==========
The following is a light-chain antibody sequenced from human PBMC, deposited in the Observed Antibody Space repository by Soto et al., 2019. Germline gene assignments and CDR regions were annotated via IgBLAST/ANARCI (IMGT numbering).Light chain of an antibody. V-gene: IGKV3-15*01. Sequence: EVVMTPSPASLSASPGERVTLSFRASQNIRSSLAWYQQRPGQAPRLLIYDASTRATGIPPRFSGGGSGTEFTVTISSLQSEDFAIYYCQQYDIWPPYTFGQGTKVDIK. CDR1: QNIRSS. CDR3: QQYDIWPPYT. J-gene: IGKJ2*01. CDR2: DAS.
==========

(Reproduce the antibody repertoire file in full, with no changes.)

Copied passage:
The following is a light-chain antibody sequenced from human PBMC, deposited in the Observed Antibody Space repository by Soto et al., 2019. Germline gene assignments and CDR regions were annotated via IgBLAST/ANARCI (IMGT numbering).Light chain of an antibody. V-gene: IGKV3-15*01. Sequence: EVVMTPSPASLSASPGERVTLSFRASQNIRSSLAWYQQRPGQAPRLLIYDASTRATGIPPRFSGGGSGTEFTVTISSLQSEDFAIYYCQQYDIWPPYTFGQGTKVDIK. CDR1: QNIRSS. CDR3: QQYDIWPPYT. J-gene: IGKJ2*01. CDR2: DAS.